The Epiphone Casino Electric Guitar is the guitar that put Epiphone on the map. Ever since The Beatles purchased three Casinos back in 1964, this hollow Epi model has taken on a life of its own. Equipped with two vintage P-90 single-coil pickups, ...
U2 performed on the Later...With Jools Holland show on BBC America & BBC2 on 10/21/2014. During the performance of the song "Volcano", The Edge was playing an Epiphone Casino Custom with Bigsby. You can see The Edge using it starting at 0:04, with the first upclose shot at 0:12. Throughout the rest of the video there are multiple up-close shots of the guitar. According to this [article](http://www.epiphone.com/News/Features/2014/The-Epiphone-Casino.aspx) from Epiphone.com, "the Casino was discontinued throughout the 70s and when Epiphone got back into action in the 90s, both vintage and new Casinos enjoyed a renaissance thanks to Paul Weller The Epiphone Casino, Lenny Kravitz, Noel Gallagher of Oasis, U2's the Edge, Jeff Tweedy of Wilco, Brendan Benson of the Raconteurs, instrumentalist William Tyler, and of course, Dwight Yoakam who has carried the flag for the Casino for years before designing his Dwight Trash Signature model." This statement leads this moderator to believe that this is the re-issue.more
In this live performance of "Paperback Writer*, Paul says "the reason I changed guitars because this was the original guitar I played in the 60s right here". Three of The Beatles members bought this guitar. Secondary sources can be found at [*Vintage Guitars*](http://www.vintageguitar.com/5485/the-beatles%E2%80%99-casinos/) and [Gibson](http://www2.gibson.com/News-Lifestyle/Features/en-us/beatles-casino-0414.aspx).more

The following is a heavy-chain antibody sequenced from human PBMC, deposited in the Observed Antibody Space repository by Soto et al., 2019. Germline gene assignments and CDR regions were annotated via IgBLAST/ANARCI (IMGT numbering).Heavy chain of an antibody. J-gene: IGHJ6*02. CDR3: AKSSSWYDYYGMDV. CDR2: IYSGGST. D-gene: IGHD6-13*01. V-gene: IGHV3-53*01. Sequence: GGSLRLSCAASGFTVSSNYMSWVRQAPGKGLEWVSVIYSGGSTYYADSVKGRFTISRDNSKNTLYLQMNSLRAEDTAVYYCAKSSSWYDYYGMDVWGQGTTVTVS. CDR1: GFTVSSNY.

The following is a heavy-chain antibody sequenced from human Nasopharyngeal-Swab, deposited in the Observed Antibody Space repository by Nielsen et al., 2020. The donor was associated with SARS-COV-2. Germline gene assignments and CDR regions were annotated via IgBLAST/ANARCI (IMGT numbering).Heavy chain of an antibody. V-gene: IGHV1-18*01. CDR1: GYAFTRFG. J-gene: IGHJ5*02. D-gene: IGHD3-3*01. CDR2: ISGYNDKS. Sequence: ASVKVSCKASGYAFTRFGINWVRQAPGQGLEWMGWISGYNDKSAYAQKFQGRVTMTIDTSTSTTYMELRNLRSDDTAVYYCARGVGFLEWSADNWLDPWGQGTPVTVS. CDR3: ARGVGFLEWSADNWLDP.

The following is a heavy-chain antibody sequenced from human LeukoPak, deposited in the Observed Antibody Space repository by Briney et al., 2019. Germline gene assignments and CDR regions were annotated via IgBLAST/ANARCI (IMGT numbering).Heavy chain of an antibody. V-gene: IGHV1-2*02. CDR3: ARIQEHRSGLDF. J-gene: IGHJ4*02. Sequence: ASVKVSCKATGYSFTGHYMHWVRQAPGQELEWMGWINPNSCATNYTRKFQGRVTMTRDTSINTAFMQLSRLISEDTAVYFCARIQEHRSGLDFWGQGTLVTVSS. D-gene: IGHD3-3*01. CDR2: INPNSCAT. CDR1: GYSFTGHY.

In [this interview](http://www.guitarworld.com/interview-paul-weller-discusses-danelectros-rickenbackers-and-his-new-album-sonik-kicks), the interviewer mentions Paul Weller's Epiphone Casino: "When I think of the quintessential Paul Weller guitar, I can't help but picture your sunburst Epiphone Casino with the trapeze tailpiece. Yeah, I tend to use that more live. In the studio, it’s been the Danelectro lately."more
From 1964, acquired by Ed in May, 2007. Used live for Where I End and You Begin, Go Slowly from 2008-2010, Talk Show Host in 2008, and Weird Fishes/Arpeggi in 2010. Thom also borrowed the guitar live, in addition to using his own Casino, for some songs in 2012. Thom may have bought the guitar from Ed, as Thom also used it for the 2013 Atoms for Peace tour.more
Sonic Youth's [website](http://www.sonicyouth.com/mustang/eq/gtr115.html) states, about the Epiphone Casino used by Lee Ranaldo: "Used by Lee: 2002-2005 2002 -- F#F#AAEE (Shadow of a Doubt) 2003 -- F#F#AAEE (Shadow of a Doubt) 2004 -- F#F#AAEE (Shadow of a Doubt) 2005 -- F#F#AAEE (Shadow of a Doubt) NOTES: New Epiphone Casino used for "Shadow" on the North American Murray Street tour and beyond. Headstock broke off eventually. Red body 2 pickups Rosewood fretboard 2 f-holes Bigsby trem bar 4 knobs 1 toggle"more
In an interiew for Epiphone, Kaplan says : "I used the Casino for slide guitar. It was tuned to open E. James (McNew, Yo La Tengo’s bassist) played guitar on the last song and we tuned the Casino back to standard tuning. It came from my friend Bruce Bennett, who I play with in the A-Bones. He said: ‘Well if you want the authentic John Lennon guitar sound for slide…’ So I said, ‘ok, that would be something fun to try.’"more
This is a beauty that - screams The Spirit of Rock and Roll. - if you wanna get your T-rex on .. great with distortion
"And there’s the practicality. I have a lovely 1964 Epiphone Casino that I used on the album, but I bash guitars very hard – I have terrible technique where I hit the guitar as much as the strings! So I wouldn’t take my Casino on the road – I’d probably punch a hole straight through it. So I’ll always be a Les Paul man, live," says Dan Hawkins, in [this interview](http://www2.gibson.com/News-Lifestyle/Features/en-us/darkness-and-jimmy-page-black-beauty-0823-2012.aspx).more